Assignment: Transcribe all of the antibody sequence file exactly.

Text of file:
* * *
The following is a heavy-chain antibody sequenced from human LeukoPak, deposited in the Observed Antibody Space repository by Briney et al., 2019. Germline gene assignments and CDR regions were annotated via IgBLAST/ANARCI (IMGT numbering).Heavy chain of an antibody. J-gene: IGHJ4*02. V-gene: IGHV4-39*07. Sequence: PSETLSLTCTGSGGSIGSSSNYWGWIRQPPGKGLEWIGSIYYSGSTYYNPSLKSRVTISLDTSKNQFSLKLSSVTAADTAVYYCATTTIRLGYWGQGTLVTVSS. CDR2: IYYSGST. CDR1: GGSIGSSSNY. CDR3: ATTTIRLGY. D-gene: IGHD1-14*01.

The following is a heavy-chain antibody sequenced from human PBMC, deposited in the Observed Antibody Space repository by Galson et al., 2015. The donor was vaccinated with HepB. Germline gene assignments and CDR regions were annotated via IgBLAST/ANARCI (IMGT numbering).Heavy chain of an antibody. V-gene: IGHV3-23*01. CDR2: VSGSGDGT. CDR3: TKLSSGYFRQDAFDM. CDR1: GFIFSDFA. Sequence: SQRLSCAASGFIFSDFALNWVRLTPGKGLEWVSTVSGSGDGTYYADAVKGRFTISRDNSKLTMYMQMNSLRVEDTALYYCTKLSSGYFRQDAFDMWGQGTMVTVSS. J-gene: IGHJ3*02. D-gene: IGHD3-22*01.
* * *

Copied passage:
The following is a heavy-chain antibody sequenced from human LeukoPak, deposited in the Observed Antibody Space repository by Briney et al., 2019. Germline gene assignments and CDR regions were annotated via IgBLAST/ANARCI (IMGT numbering).Heavy chain of an antibody. J-gene: IGHJ4*02. V-gene: IGHV4-39*07. Sequence: PSETLSLTCTGSGGSIGSSSNYWGWIRQPPGKGLEWIGSIYYSGSTYYNPSLKSRVTISLDTSKNQFSLKLSSVTAADTAVYYCATTTIRLGYWGQGTLVTVSS. CDR2: IYYSGST. CDR1: GGSIGSSSNY. CDR3: ATTTIRLGY. D-gene: IGHD1-14*01.

The following is a heavy-chain antibody sequenced from human PBMC, deposited in the Observed Antibody Space repository by Galson et al., 2015. The donor was vaccinated with HepB. Germline gene assignments and CDR regions were annotated via IgBLAST/ANARCI (IMGT numbering).Heavy chain of an antibody. V-gene: IGHV3-23*01. CDR2: VSGSGDGT. CDR3: TKLSSGYFRQDAFDM. CDR1: GFIFSDFA. Sequence: SQRLSCAASGFIFSDFALNWVRLTPGKGLEWVSTVSGSGDGTYYADAVKGRFTISRDNSKLTMYMQMNSLRVEDTALYYCTKLSSGYFRQDAFDMWGQGTMVTVSS. J-gene: IGHJ3*02. D-gene: IGHD3-22*01.